How many password do you use for all of your accounts at the University of Nebraska? At UNK all faculty, staff and students have a minimum of 2 sets of credentials (usernames and passwords) they need to log into various resources. UNK campus systems such as email, Blackboard, wireless, Qualtrics, library databases and logging onto your computer use UNK campus credentials in a system called EASI. UN enterprise systems such as MyBlue and Firefly use UN credentials in a system called TrueYou. Both sets of credentials have password change requirements a few times a year and any and all devices you access those resources and store those credentials must be updated when you change your passwords. Password change assistance is the number one type of contact to our campus Helpdesk making up 75% of our contacts. A concept called Federation would allow single sign-on for campus and university systems effectively reducing the number of credentials everyone needs to access all local (campus) and enterprise (university) resources.
Federation is a term used to describe the concept of federated identity management. Identity management refers to the policies, processes and technologies that establish user identities and enforce rules about access to digital resources including email, learning management systems, library databases, student information systems, and numerous other systems across the university that are used every day. You may have separate credentials (usernames and passwords) for each system or systems may be integrated into the enterprise identity management system providing you with single sign-on to multiple systems. Federated identity management permits extending this approach above the enterprise level by creating a trusted authority for digital identities across multiple organizations. In a federated system, institutions share identity attributes based on agreed-upon standards to grant access to online resources.
The InCommon Federation is one of the larger federations with more than 150 participating organizations – most of them colleges and universities – currently covering more than three million end users. When a user affiliated with a member of a federation requests to log onto a system from another member organization, the user logs in with his or her “home campus” credentials. This request is passed to the home organization, which verifies the credentials and asserts to the requesting organization that the user has been authenticated. Users need only one set of authentication credentials to access resources and systems from other federation members.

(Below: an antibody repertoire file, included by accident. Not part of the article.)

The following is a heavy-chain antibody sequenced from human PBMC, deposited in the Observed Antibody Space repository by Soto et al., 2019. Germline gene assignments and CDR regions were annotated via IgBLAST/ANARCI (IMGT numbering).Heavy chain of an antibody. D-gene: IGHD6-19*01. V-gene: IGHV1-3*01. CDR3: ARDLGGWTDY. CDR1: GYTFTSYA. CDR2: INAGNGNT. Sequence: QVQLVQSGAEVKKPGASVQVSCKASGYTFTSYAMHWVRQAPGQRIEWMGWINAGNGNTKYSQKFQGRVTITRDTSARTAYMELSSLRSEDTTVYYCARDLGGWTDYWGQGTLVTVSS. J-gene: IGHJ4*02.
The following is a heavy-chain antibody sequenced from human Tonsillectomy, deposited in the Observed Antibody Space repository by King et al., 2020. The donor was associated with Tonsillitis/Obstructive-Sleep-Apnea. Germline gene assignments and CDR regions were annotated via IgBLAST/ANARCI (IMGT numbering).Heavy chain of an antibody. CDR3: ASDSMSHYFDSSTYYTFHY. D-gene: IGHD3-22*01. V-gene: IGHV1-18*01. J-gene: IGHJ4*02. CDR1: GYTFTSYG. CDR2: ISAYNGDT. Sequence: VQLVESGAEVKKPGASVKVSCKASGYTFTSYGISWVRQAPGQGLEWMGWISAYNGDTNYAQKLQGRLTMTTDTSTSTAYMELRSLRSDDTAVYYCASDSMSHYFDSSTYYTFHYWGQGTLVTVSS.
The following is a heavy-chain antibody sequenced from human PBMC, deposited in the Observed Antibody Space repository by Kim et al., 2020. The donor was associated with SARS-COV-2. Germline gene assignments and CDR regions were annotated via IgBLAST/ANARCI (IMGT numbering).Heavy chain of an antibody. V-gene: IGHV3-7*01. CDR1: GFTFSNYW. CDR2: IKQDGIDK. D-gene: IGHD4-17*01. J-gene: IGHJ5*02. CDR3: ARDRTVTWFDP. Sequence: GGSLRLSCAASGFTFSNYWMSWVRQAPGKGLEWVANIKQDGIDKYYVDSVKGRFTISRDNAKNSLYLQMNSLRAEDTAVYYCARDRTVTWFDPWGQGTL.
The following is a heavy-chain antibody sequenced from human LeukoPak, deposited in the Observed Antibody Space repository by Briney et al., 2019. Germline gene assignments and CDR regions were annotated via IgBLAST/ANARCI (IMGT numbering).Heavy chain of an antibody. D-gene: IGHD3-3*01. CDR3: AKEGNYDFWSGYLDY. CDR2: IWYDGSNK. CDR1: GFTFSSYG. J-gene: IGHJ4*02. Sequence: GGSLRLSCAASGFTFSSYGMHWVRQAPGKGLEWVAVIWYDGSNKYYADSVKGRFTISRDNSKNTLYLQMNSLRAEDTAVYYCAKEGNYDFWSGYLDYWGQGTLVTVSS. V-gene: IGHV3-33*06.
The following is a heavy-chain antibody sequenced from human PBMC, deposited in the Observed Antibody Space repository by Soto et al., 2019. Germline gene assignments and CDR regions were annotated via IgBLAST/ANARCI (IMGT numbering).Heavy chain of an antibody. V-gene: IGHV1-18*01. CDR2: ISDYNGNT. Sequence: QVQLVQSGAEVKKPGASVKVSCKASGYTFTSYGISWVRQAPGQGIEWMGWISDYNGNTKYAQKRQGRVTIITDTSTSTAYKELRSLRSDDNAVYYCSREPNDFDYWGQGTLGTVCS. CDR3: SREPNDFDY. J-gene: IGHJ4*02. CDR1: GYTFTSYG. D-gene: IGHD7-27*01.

There are security benefits to federation. Institutions no longer have to create and maintain large numbers of user credentials, instead managing identities only for their own users and accepting credentials from other federation members which are most likely to have current, accurate information about the user. The need to propagate user status changes across multiple systems is eliminated. This results in greatly simplified administration and streamlined (and faster) access to resources. The need to replicate databases of user credentials for separate applications and systems-each of which represents a potential point of weakness-is eliminated. Federated identity management can offer improved security, both for digital resources and for users’ personal information. This increased security can facilitates compliance with federal and state regulations covering personal data, including HIPAA, FERPA, and others.
There are some barriers to implementing federation. The up-front costs to modify existing applications and systems can be an obstacle for some institutions. Federation might require different or more stringent identity rules than an institution would prefer, for example more complex password requirements or higher frequency of required password changes. Also, it can be a large effort to develop thorough institutional policies concerning access rights and compliance.
The benefits of federation are significant. The speed of deployment of new applications is increased by using existing campus credentials. There is no need for additional account credential issuance. Increased security is achieved by the reduction of authentication data being breached at all the members institutions of a federation since these credentials are only stored at the “home” campus or institution. The ease of use is enhanced by what is effectively single-sign on between all federation member institutions.
Many higher education federations authorize users via Shibboleth Federating Software, a standards-based, open-source software package developed by the Internet2 Middleware Initiative. Shibboleth allows a user to utilize a single ID and password to access protected resources.
The University of North Carolina has had a system federation for all 16 campuses to allow online course exchange since 2008. A degree-seeking student enrolled at any UNC institution can take online courses offered at sister UNC campuses. Federation improves the registration process while protecting students’ information. They developed a system that displays online course offerings at all UNC campuses with a single query, and enables registration. They now have over 17 additional systems and services that use the federation because once it was built there was little to no additional associated overhead for a new application to use it.
Federated Identity Management will position institutions for the future of secure authentication and streamline identity processes. It will also provide the University of Nebraska constituents single sign-on between campuses as well as other universities.